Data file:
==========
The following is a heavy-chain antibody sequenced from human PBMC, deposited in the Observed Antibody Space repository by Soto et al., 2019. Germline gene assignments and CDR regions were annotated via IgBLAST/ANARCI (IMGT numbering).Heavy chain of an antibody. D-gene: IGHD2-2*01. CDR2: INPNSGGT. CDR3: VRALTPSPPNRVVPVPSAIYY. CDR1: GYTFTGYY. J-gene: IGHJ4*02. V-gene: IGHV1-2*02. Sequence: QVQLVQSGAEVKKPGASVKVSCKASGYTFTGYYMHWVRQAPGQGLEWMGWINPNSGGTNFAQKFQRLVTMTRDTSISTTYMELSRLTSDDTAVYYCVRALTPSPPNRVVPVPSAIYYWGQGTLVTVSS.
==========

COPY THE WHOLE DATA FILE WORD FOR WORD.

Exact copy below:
The following is a heavy-chain antibody sequenced from human PBMC, deposited in the Observed Antibody Space repository by Soto et al., 2019. Germline gene assignments and CDR regions were annotated via IgBLAST/ANARCI (IMGT numbering).Heavy chain of an antibody. D-gene: IGHD2-2*01. CDR2: INPNSGGT. CDR3: VRALTPSPPNRVVPVPSAIYY. CDR1: GYTFTGYY. J-gene: IGHJ4*02. V-gene: IGHV1-2*02. Sequence: QVQLVQSGAEVKKPGASVKVSCKASGYTFTGYYMHWVRQAPGQGLEWMGWINPNSGGTNFAQKFQRLVTMTRDTSISTTYMELSRLTSDDTAVYYCVRALTPSPPNRVVPVPSAIYYWGQGTLVTVSS.